Implanting electrodes in the brain and zapping it helps patients with Parkinson's and other disorders, but doctors have never been sure why, exactly. Now, researchers from UC San Francisco think that the therapy (called deep-brain stimulation, or DBS) works by altering neural timings, in much the same way a defibrillator resets heart rhythms. In a healthy brain, neuron firing is controlled by low frequency rhythms that sync up movement, memory and other functions. But the UC team found that the synchronization is too strong in Parkinson's patients, making it harder for them to move voluntarily.
The brain needs a balance between autonomy and rhythm, which is where DBS comes in. The implants appear to lower the overly lock-step synchronization, improving patient coordination and other symptoms. But the invasive, six-hour-long surgery requires implanting probes into deep brain structures and the patient must be awakened mid-surgery to test it out -- so anything that can make it more effective is helpful. According to the researchers, "we can (now) begin to think of new ways for stimulators to be automatically controlled by brain activity, which is the next innovation in treatment for movement disorders."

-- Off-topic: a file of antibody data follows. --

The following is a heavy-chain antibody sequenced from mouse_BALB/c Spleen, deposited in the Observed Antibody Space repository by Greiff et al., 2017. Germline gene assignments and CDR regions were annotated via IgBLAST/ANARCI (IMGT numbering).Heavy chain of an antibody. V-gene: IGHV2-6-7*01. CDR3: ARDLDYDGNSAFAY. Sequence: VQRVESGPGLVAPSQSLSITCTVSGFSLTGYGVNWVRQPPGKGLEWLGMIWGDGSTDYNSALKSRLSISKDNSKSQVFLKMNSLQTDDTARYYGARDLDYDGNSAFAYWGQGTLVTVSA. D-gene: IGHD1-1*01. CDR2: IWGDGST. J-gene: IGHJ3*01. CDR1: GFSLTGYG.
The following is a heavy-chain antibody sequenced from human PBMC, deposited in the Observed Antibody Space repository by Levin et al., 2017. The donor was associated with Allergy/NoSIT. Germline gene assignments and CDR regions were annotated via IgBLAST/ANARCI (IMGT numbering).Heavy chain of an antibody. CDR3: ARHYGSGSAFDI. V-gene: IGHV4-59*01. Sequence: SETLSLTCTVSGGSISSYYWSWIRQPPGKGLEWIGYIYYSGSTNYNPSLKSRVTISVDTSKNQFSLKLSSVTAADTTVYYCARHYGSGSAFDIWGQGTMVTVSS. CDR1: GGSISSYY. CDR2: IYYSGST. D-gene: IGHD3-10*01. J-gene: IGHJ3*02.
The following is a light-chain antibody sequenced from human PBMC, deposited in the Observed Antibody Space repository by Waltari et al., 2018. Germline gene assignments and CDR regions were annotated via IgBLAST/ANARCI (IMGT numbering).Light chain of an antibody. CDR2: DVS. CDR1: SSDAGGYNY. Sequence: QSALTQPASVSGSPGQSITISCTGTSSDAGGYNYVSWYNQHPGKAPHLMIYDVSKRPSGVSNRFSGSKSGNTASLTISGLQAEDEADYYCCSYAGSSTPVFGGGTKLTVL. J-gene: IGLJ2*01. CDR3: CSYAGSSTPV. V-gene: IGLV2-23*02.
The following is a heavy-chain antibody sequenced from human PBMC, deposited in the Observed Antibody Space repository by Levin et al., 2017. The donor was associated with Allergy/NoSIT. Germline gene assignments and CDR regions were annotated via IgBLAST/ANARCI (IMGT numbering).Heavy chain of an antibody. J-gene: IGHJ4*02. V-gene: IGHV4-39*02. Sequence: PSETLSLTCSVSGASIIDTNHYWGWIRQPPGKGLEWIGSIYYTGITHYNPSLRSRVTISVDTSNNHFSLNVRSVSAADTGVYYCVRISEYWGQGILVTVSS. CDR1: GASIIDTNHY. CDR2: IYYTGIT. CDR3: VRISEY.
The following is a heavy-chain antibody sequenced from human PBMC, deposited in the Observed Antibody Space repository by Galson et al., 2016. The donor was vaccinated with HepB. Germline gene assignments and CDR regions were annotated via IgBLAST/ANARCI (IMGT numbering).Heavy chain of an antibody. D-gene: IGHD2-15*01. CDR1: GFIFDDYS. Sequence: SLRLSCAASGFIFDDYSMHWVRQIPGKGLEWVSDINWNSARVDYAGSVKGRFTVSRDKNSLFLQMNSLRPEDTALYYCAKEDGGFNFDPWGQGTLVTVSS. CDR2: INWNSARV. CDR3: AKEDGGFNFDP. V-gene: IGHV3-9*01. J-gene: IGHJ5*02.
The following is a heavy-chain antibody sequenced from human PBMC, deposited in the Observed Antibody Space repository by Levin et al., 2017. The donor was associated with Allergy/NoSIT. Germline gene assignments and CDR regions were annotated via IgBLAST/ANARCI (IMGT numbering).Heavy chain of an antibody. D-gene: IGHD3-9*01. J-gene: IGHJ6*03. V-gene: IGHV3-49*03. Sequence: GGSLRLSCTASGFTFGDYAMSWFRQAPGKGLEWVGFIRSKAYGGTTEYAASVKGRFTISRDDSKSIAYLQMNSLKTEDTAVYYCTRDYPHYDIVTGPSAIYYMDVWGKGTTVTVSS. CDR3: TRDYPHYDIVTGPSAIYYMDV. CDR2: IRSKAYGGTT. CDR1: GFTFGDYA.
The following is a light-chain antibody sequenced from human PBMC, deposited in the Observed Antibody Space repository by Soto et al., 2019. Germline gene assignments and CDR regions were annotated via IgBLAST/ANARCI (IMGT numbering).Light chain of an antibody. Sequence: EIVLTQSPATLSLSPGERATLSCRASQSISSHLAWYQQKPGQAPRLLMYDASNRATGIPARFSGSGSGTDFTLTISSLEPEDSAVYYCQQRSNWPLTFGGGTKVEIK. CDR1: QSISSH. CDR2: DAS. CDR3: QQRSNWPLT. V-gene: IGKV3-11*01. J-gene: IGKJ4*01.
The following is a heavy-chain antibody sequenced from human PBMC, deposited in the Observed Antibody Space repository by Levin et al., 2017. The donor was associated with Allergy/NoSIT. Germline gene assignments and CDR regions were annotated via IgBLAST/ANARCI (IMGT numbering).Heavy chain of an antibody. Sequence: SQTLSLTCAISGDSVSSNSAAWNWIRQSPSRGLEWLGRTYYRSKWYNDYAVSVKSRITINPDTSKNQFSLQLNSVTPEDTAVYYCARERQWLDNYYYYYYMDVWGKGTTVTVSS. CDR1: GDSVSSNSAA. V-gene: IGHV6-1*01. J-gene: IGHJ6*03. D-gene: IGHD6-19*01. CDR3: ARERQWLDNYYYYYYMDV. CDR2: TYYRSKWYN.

[Image credit: Coralie de Hemptinne]